Thi Bui's graphic memoir The Best We Could Do still leaves us speechless. The beauty of her art and precision of her language create story that feels perfectly balanced. Bui's understanding of how stories are told comes through on every page, in every frame. In addition to being one of our shortlisted authors for the Reading Women Award in nonfiction, Thi Bui is a finalist for the National Book Critics Circle Award in autobiography. Bui told us about her writing process and the importance of reading stories from refugees.
This is your first book—congratulations! How does it feel to finally have your story out in the world?
It's wonderful and a bit like having another baby. Or more like a fully grown teenager who's ready to leave the house. I'm happy to see it out in the world having a life of its own.
A lot of readers have yet to experience the joy of reading a graphic novel or illustrated memoir. Do you have any advice for how to read them? Or what to pay attention to while reading?
In my writing for comics, I take out all the descriptive language from the words and put that information into the visual art. I also put a lot of thought into the pacing of scenes and how I want you to read the words. And I know that if I do my work well, it will read seamlessly and quickly, so the danger is that a reader might breeze through it and take for granted much of what's there. It's fine and natural to read a graphic novel or graphic memoir quickly and pay more attention to the words and the plot the first time around. But if my book took you less than two hours to finish, please read it again and let yourself notice different elements the second time—maybe the feeling of a two page spread, or the cultural details in the backgrounds, or the structure of the narrative.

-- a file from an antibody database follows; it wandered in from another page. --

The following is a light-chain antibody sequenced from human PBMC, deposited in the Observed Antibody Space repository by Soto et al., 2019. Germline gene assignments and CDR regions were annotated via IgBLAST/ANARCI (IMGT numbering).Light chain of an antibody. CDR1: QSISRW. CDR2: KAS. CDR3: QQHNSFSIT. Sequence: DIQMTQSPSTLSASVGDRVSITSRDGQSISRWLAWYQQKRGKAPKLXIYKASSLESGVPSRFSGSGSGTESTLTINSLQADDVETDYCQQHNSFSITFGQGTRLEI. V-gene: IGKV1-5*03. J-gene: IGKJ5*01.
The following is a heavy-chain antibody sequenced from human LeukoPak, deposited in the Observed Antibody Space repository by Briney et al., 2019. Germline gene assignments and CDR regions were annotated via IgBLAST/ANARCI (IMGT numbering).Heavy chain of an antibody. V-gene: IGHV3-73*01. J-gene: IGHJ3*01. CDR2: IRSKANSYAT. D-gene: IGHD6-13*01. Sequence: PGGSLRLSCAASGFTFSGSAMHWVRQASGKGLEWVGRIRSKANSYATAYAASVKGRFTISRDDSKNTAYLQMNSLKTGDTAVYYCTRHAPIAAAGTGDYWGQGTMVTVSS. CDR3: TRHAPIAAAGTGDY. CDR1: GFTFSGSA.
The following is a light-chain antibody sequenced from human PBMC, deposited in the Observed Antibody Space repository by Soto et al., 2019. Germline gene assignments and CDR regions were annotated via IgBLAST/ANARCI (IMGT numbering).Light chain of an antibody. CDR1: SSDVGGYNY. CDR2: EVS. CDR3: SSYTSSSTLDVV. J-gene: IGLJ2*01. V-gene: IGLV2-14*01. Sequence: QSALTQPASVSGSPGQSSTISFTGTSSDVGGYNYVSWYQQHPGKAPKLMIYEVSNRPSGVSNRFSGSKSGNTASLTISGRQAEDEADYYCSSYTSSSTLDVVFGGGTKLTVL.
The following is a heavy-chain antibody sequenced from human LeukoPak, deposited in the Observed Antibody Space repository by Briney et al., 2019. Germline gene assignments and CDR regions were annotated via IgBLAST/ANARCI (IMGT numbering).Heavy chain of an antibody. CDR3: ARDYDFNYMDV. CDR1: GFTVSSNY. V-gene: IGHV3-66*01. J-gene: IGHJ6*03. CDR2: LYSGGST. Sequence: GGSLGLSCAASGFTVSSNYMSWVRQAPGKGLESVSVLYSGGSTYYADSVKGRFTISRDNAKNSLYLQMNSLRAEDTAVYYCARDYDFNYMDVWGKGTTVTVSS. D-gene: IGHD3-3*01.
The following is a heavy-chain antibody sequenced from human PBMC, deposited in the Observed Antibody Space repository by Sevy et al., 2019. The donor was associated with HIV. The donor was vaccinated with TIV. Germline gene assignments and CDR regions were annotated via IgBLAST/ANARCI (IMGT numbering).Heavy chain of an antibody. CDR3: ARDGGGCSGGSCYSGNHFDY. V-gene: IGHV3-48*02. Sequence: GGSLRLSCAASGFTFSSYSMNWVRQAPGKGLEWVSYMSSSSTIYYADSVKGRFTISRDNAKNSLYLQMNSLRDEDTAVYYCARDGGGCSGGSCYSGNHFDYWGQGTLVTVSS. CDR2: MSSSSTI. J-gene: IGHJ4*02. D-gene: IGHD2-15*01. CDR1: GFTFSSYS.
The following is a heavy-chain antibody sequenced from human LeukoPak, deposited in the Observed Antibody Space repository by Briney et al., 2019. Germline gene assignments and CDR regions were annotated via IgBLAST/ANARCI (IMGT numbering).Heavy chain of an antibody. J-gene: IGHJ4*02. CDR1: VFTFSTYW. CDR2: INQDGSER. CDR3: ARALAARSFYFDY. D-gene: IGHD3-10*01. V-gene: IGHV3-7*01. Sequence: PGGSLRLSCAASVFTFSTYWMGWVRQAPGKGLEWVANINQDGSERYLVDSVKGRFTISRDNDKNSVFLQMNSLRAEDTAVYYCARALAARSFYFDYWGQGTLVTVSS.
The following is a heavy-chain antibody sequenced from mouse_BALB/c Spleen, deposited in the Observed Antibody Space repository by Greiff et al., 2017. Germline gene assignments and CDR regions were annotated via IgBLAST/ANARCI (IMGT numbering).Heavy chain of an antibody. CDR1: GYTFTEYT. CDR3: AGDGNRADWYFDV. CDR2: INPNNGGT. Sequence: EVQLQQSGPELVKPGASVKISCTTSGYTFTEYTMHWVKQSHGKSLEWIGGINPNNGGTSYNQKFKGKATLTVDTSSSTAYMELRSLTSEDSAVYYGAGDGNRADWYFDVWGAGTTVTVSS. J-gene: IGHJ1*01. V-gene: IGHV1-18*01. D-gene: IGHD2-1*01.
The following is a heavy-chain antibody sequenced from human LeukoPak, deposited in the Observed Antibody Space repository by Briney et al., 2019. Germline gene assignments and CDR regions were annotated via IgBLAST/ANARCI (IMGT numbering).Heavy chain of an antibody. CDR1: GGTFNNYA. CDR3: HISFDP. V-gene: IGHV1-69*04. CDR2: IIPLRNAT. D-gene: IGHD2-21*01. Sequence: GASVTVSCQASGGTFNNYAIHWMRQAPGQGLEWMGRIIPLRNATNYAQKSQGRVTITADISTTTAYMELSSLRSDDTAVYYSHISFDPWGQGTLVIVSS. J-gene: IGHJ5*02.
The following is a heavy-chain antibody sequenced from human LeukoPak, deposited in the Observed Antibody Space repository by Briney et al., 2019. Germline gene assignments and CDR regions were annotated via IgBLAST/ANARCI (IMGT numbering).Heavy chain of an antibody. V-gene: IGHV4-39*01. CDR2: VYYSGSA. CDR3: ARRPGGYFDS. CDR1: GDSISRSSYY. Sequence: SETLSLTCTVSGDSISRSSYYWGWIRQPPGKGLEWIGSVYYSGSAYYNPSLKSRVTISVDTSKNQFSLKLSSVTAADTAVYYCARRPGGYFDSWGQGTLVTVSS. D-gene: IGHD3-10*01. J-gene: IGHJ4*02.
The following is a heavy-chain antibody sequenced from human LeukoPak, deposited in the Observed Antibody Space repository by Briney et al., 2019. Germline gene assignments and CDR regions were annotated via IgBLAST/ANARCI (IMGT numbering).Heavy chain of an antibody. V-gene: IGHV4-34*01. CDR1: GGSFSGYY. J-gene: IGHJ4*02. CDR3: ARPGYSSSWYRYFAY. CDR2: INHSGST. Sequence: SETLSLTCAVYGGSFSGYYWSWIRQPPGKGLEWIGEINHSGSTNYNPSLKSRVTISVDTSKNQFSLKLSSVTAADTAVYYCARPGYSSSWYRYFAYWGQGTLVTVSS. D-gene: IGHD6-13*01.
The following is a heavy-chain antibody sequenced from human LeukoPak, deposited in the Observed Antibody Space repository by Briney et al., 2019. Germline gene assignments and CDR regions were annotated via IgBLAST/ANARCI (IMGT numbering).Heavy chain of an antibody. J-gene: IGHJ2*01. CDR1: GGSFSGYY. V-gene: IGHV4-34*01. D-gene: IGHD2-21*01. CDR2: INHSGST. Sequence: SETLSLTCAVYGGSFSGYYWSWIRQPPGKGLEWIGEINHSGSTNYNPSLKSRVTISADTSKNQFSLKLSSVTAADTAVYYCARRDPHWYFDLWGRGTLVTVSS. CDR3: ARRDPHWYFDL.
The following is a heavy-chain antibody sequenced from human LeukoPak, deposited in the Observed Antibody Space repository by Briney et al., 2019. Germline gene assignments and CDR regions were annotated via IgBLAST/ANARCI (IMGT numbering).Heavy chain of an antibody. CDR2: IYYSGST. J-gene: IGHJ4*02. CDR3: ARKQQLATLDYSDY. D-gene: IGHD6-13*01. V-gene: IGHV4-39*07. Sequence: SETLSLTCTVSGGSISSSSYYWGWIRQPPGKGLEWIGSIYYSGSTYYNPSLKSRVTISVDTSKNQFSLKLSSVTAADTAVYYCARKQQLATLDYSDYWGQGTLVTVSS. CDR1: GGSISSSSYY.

The art is stunning. You mention in the story that this was your first attempt at the illustrated memoir format. How did you come to settle on illustrating your memoir and what were some of the things you learned along the way?
Thank you! I was inspired by graphic memoirs and other comics that I happened to read around the time I was looking for a way to visually represent the oral history research I had been doing with my family. In retrospect it was incredibly ambitious and maybe a little arrogant to think I could just pick up another art form and learn it on my own. I learned by watching other cartoonists work and asking them about how they made decisions. From how many different ways of working I've seen, I've learned that there's no one correct way to do it, but there are certainly things that just . . . work, you know? I make note of them in the comics I'm reading, and I try to understand them by looking at them closely and breaking them down. And I drew many iterations of pages that didn't work, but I learned from my bad pages as well.
Culture tends to believe that you can either be an artist or a writer. You’re both and you do it masterfully. What is your process? Do the words come first or the art? Or do they come simultaneously?
The words used to come more easily than the pictures. It used to take me forever to draw thumbnails because I had to train myself to think in sequential panels and also make compositional decisions like what "camera angle" to use, who to put in the foreground or background, and where the text would go. I've gotten much better, but only through practice. Now I generally take shortcuts through the scriptwriting stage by just scribbling notes for what I want to say. I prefer to go straight to thumbnails, which means I'm coming up with the art and the words at the same time.